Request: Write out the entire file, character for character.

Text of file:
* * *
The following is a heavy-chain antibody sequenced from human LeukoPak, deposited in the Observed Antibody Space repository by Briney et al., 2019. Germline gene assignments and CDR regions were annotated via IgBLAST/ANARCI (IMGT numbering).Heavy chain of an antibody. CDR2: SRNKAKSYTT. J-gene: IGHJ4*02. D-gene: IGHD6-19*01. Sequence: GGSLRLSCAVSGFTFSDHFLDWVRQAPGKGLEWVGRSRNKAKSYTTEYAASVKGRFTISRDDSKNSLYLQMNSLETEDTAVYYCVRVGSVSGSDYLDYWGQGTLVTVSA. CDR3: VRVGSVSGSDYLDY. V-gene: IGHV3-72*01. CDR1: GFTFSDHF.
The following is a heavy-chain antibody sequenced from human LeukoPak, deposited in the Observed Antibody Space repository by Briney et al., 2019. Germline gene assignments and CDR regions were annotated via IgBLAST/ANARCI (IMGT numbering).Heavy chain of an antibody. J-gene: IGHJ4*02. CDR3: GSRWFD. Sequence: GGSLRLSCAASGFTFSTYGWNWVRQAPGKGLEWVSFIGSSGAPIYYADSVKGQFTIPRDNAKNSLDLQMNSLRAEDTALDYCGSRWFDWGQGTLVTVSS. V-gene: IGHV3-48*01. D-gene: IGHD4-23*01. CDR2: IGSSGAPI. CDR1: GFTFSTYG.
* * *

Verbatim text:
The following is a heavy-chain antibody sequenced from human LeukoPak, deposited in the Observed Antibody Space repository by Briney et al., 2019. Germline gene assignments and CDR regions were annotated via IgBLAST/ANARCI (IMGT numbering).Heavy chain of an antibody. CDR2: SRNKAKSYTT. J-gene: IGHJ4*02. D-gene: IGHD6-19*01. Sequence: GGSLRLSCAVSGFTFSDHFLDWVRQAPGKGLEWVGRSRNKAKSYTTEYAASVKGRFTISRDDSKNSLYLQMNSLETEDTAVYYCVRVGSVSGSDYLDYWGQGTLVTVSA. CDR3: VRVGSVSGSDYLDY. V-gene: IGHV3-72*01. CDR1: GFTFSDHF.
The following is a heavy-chain antibody sequenced from human LeukoPak, deposited in the Observed Antibody Space repository by Briney et al., 2019. Germline gene assignments and CDR regions were annotated via IgBLAST/ANARCI (IMGT numbering).Heavy chain of an antibody. J-gene: IGHJ4*02. CDR3: GSRWFD. Sequence: GGSLRLSCAASGFTFSTYGWNWVRQAPGKGLEWVSFIGSSGAPIYYADSVKGQFTIPRDNAKNSLDLQMNSLRAEDTALDYCGSRWFDWGQGTLVTVSS. V-gene: IGHV3-48*01. D-gene: IGHD4-23*01. CDR2: IGSSGAPI. CDR1: GFTFSTYG.